A Fine Retribution is Dewey Lambdin’s twenty-fourth historical naval adventure featuring Captain Alan Lewrie. The intrepid captain is now forty-six, knighted, and fresh from a major victory against the French. Nevertheless, the Admiralty has taken away his damaged ship and is making him wait for a new commission, and he suspects jealous enemies are working behind the scenes to keep him on shore.
Since his naval future is uncertain and he’s flush with prize money, Lewrie buys a London house and becomes involved in domestic issues. He also falls in love with a “fetching” artist, Jessica, almost twenty years his junior. Though a clergyman’s daughter, she is liberated in many ways and ahead of her time in her independence of spirit. She’s not liberated enough to become another in Lewrie’s line of mistresses, however, so Lewrie marries her, seemingly ready to settle into blissful retirement.
Such groundwork takes up the first half of this naval adventure and proves Lambdin—a University of Tennessee graduate and former Memphis resident who now lives in Franklin—to be a master of social history. The author has clearly steeped himself in the complex customs, fashions, and class structure of London during the early years of the nineteenth century. The book introduces Captain Lewries’s real estate agent, his interior decorator, and the construction and layout of his house, which features front and back staircases, many fireplaces, servants’ quarters, and “necessary closets.” Instead of fighting the French, Lewrie is forced to get along with the antagonistic daughter of his first marriage, his grumpy father, and the servants and staff of his new landside domesticity. The London social scene emerges in all its intimate details—smells, sights, and sounds—and all of it embeds us in a life that’s very different from the customary shipboard environment of a Lambdin historical novel.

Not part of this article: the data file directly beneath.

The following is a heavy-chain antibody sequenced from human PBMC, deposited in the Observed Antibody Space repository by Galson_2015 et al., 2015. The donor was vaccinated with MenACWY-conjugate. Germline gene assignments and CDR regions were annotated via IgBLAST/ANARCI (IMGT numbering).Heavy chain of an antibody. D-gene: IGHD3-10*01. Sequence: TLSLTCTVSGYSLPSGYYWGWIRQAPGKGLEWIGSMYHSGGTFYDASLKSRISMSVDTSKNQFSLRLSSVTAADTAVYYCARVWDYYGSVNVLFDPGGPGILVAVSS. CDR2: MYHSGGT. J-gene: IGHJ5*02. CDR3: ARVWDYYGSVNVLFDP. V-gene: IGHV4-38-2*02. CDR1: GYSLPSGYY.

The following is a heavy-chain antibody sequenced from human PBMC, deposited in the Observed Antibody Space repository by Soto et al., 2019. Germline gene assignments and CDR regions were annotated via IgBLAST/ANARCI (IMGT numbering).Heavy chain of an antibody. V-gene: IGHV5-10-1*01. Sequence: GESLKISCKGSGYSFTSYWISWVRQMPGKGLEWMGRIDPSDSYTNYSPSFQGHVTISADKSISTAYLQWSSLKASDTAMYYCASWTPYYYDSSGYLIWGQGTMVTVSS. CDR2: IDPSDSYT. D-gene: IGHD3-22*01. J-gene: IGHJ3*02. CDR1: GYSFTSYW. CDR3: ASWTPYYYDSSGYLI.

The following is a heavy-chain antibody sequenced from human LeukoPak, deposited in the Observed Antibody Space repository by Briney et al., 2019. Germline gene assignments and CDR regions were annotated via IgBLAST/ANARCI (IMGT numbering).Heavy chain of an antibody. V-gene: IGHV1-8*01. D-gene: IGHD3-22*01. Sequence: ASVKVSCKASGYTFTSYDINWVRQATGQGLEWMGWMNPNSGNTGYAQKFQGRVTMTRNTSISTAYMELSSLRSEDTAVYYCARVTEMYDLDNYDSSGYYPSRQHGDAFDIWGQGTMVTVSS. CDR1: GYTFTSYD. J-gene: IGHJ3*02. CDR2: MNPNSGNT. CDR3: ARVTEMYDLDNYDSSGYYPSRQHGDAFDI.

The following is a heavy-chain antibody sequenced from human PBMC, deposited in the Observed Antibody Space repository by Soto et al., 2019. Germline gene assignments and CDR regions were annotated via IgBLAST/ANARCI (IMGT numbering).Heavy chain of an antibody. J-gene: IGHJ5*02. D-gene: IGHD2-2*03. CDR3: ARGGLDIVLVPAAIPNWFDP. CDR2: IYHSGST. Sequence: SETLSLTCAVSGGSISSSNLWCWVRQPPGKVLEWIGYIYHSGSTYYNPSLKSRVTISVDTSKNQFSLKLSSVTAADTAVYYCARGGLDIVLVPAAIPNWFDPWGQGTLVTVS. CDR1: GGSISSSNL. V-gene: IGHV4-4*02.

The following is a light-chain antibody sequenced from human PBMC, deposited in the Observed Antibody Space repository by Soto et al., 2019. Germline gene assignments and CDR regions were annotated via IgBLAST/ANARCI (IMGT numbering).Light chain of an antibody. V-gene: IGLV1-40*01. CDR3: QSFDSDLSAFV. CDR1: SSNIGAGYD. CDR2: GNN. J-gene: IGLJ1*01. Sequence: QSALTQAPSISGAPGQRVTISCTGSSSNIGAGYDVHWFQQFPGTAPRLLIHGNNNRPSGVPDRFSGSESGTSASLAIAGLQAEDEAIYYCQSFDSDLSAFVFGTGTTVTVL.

Finally, however, it’s back to sea as the Admiralty charges Lewrie to plan a hybrid army-navy raid to harass French and allied forces in the Mediterranean. When his plan is accepted, he’s given command of a flagship to lead three troop transports through Gibraltar to Malta and Sicily. He is torn, loathe to leave his new wife, but he does love the adventure of his life at sea: “Do forgive me, Jessica, but I want to do this, even if it means bein’ apart from you. It’d be so sweet to stay ashore with you, but this is what I do, what I’m good at, and so long as there’s a war, it’s what I have to do!”
Once his protagonist is back on board, Lambdin reveals again his intimate familiarity with all things naval. Some of it is so term-rich that obsessive word readers might appreciate a glossary. None of this naval virtuosity impedes the flow of the story, however, which runs inexorably through challenge after challenge: egotistical army officers and the resistant aristocratic superiors chief among them. While there is plenty of tension and uncertainty, Lewrie’s resourcefulness and pluck under pressure will surely lead to victory once again. But his return to a hero’s reception and a passionate reunion with Jessica will have to wait for Lambdin’s next installment.
Ralph Bowden, who holds a Ph.D. from the University of North Carolina, has worked as an electrical engineer, history professor, home builder, alternative-energy consultant, and technical writer. A former resident of both Knoxville and Chattanooga, he lives in Cookeville.